For more information see the uscis.gov website: USCIS H4 Employment
Although this new employment authorization for certain H-4 dependents is being challenged in a lawsuit, the court declined to temporarily halt the new DHS rule, which became effective on May 26, 2015.
Expanding and Extending TPS
TPS Extension for Somalia
The Department of Homeland Security (DHS), has extended Temporary Protected Status (TPS) for eligible nationals of Somalia (and eligible individuals without nationality who last habitually resided in Somalia) for an additional 18 months, effective Sept. 18, 2015, through March 17, 2017.
Current TPS Somalia beneficiaries seeking to extend their TPS must re-register during the 60-day
re-registration period that runs from June 1, 2015, through July 31, 2015. U.S. Citizenship and Immigration Services (USCIS) encourages beneficiaries to re-register as soon as possible once the 60-day re-registration period begins. USCIS is now accepting applications.
The 18-month extension also allows TPS re-registrants to apply for a new Employment Authorization Document (EAD). Eligible TPS Somalia beneficiaries who
re-register during the 60-day period and request a new EAD will receive one with an expiration date of March, 17, 2017.
Additional information on TPS for Somalia-including guidance on eligibility, the application process and where to file-is available online at uscis.gov/tps. Certain individuals who are not current TPS beneficiaries may be able to apply late for TPS under the Somalia designation. Information on Late Initial Filing is also available at uscis.gov/tps. Further details about this extension of TPS for Somalia, including the application requirements and procedures, appear in a Federal Register notice published today.
Applicants seeking information about the status of their individual cases can check My Case Status Online, or call the USCIS National Customer Service Center at
1-800-375-5283 (TTY 1-800-767-1833).
For more information see the uscis.gov website: USCIS Somalia
Initial TPS Registration for Syria
The Department of Homeland Security (DHS) has set a deadline of Monday, July 6, 2015, for initial registration for Temporary Protected Status (TPS) for eligible nationals of Syria. ByJuly 6, 2015, eligible nationals of Syria (and people without nationality who last habitually resided in Syria) who do not currently hold Temporary Protected Status (TPS) must register for TPS, if they seek to acquire TPS. The redesignation of Syria for TPS runs from Jan. 5, 2015, through Sept. 30, 2016.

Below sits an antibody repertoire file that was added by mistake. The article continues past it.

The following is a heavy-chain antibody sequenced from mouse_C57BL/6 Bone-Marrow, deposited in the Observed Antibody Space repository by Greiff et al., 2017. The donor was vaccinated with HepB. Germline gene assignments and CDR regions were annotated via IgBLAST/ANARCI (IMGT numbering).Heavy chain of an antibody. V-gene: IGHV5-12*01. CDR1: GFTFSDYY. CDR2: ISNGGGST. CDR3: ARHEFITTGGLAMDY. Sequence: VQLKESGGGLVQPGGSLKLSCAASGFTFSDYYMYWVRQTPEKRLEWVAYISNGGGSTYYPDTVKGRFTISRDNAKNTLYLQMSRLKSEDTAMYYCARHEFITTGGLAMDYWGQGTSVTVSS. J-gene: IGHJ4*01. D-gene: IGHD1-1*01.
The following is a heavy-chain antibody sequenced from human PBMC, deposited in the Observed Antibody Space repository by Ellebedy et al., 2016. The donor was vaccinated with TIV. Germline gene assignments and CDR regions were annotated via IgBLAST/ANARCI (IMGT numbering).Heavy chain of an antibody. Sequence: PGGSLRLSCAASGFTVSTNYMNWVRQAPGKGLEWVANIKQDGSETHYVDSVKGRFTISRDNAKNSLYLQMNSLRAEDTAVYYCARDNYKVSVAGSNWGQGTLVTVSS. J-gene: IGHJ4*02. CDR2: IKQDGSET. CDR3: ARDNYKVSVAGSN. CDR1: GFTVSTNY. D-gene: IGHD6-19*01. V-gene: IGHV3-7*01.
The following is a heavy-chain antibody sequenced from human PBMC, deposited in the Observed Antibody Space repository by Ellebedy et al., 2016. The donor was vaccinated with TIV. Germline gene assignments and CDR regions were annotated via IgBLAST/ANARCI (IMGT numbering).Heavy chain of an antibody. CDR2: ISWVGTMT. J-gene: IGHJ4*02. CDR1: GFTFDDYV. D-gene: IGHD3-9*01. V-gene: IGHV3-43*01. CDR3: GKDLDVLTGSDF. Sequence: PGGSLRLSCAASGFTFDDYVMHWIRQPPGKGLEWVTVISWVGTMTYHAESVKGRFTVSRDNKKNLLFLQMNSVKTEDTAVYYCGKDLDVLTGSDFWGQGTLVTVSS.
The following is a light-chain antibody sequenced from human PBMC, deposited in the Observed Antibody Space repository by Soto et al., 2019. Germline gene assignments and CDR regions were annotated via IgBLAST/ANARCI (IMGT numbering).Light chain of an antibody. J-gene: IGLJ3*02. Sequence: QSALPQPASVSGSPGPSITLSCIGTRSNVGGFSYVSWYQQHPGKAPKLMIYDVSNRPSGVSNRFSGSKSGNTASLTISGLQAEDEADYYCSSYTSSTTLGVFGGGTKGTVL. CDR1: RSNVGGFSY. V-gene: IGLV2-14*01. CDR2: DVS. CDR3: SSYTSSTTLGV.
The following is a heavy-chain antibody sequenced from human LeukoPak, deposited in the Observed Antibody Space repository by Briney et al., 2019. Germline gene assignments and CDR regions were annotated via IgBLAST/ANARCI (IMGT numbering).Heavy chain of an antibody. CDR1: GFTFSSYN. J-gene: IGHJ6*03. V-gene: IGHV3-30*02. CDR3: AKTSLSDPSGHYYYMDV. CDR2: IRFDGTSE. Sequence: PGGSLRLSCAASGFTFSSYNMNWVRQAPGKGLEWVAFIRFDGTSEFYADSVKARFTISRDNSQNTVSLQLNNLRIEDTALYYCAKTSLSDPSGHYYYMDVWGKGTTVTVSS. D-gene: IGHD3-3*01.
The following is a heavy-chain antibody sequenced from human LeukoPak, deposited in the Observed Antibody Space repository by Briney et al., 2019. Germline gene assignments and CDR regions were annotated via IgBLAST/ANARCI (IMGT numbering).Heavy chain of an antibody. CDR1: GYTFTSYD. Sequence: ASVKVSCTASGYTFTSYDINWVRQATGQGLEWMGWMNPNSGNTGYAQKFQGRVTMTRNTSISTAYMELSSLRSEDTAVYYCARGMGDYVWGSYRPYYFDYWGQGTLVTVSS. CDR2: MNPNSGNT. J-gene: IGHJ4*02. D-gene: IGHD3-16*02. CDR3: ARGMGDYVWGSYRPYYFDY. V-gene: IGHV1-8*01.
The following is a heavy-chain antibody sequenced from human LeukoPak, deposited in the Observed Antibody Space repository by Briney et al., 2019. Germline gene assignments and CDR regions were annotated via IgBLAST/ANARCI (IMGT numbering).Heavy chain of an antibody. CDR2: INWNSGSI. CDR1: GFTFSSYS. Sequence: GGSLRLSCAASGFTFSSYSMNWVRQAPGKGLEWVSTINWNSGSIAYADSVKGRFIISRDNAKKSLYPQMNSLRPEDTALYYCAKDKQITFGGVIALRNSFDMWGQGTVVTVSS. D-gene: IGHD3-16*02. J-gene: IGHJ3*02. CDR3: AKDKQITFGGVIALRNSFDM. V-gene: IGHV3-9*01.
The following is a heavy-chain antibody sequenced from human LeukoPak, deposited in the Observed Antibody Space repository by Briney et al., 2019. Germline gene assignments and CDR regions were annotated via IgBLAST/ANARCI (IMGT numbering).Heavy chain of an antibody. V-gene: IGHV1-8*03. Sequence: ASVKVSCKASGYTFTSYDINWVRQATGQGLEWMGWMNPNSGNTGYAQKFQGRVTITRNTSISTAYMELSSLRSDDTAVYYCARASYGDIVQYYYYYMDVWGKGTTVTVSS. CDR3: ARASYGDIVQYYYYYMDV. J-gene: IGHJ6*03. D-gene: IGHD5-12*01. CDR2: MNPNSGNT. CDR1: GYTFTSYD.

The TPS applicant must demonstrate all eligibility criteria, including that the applicant has been “continuously residing” in the United States since Jan. 5, 2015, and “continuously physically present in” the United States since April 1, 2015. The applicant must also undergo thorough security checks. Individuals with certain criminal records or who pose a threat to national security are not eligible for TPS.
More information about the designation of Syria for TPS-including guidance on eligibility, the application process and where to file-is available at uscis.gov/tps, the Syria TPS page and in the Federal Register notice.
For more information see the uscis.gov website: USCIS Syria
DHS Announces TPS Designation for Nepal
On June 24, 2015, DHS announced that it is designating Nepal for Temporary Protected Status (TPS) for 18 months based on the conditions resulting from the devastating magnitude 7.8 earthquake that struck near Katmandu on April 25, and the subsequent aftershocks. As a result, eligible nationals of Nepal residing in the United States may apply for TPS with U.S. Citizenship and Immigration Services (USCIS). The Federal Register notice published today provides details and procedures for applying for TPS.